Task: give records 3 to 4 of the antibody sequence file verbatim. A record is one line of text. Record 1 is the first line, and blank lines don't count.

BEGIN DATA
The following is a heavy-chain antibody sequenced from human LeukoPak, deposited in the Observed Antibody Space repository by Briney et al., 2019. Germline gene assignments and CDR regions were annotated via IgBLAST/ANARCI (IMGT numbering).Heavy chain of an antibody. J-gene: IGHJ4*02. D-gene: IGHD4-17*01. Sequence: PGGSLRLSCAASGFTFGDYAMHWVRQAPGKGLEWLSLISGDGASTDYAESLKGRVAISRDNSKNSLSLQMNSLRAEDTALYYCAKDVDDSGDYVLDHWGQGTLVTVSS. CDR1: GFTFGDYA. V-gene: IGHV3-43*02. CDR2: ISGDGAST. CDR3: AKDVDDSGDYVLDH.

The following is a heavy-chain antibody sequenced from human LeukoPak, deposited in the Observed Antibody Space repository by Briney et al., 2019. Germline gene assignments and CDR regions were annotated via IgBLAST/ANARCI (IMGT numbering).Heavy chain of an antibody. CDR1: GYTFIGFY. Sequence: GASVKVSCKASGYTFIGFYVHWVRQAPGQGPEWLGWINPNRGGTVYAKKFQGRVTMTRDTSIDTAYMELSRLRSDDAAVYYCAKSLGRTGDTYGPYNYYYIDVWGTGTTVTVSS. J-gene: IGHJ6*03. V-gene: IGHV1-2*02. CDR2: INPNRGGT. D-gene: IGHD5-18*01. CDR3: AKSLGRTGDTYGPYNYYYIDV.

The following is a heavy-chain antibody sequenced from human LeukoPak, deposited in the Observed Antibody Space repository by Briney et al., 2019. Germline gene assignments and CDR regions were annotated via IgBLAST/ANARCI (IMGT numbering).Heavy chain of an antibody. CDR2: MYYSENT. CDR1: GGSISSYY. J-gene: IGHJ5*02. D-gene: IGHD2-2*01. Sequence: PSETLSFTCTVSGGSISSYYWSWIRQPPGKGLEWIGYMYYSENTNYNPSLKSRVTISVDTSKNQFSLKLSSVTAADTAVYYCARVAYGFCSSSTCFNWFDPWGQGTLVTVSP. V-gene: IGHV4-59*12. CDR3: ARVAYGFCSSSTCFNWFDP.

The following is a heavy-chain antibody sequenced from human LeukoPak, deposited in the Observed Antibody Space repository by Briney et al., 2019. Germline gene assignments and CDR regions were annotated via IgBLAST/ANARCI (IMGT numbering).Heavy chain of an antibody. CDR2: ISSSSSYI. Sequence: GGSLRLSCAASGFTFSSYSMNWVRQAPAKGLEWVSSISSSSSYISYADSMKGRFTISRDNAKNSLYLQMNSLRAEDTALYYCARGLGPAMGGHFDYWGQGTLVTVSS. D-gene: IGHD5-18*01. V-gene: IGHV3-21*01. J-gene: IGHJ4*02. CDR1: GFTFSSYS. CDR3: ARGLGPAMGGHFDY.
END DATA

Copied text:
The following is a heavy-chain antibody sequenced from human LeukoPak, deposited in the Observed Antibody Space repository by Briney et al., 2019. Germline gene assignments and CDR regions were annotated via IgBLAST/ANARCI (IMGT numbering).Heavy chain of an antibody. CDR2: MYYSENT. CDR1: GGSISSYY. J-gene: IGHJ5*02. D-gene: IGHD2-2*01. Sequence: PSETLSFTCTVSGGSISSYYWSWIRQPPGKGLEWIGYMYYSENTNYNPSLKSRVTISVDTSKNQFSLKLSSVTAADTAVYYCARVAYGFCSSSTCFNWFDPWGQGTLVTVSP. V-gene: IGHV4-59*12. CDR3: ARVAYGFCSSSTCFNWFDP.

The following is a heavy-chain antibody sequenced from human LeukoPak, deposited in the Observed Antibody Space repository by Briney et al., 2019. Germline gene assignments and CDR regions were annotated via IgBLAST/ANARCI (IMGT numbering).Heavy chain of an antibody. CDR2: ISSSSSYI. Sequence: GGSLRLSCAASGFTFSSYSMNWVRQAPAKGLEWVSSISSSSSYISYADSMKGRFTISRDNAKNSLYLQMNSLRAEDTALYYCARGLGPAMGGHFDYWGQGTLVTVSS. D-gene: IGHD5-18*01. V-gene: IGHV3-21*01. J-gene: IGHJ4*02. CDR1: GFTFSSYS. CDR3: ARGLGPAMGGHFDY.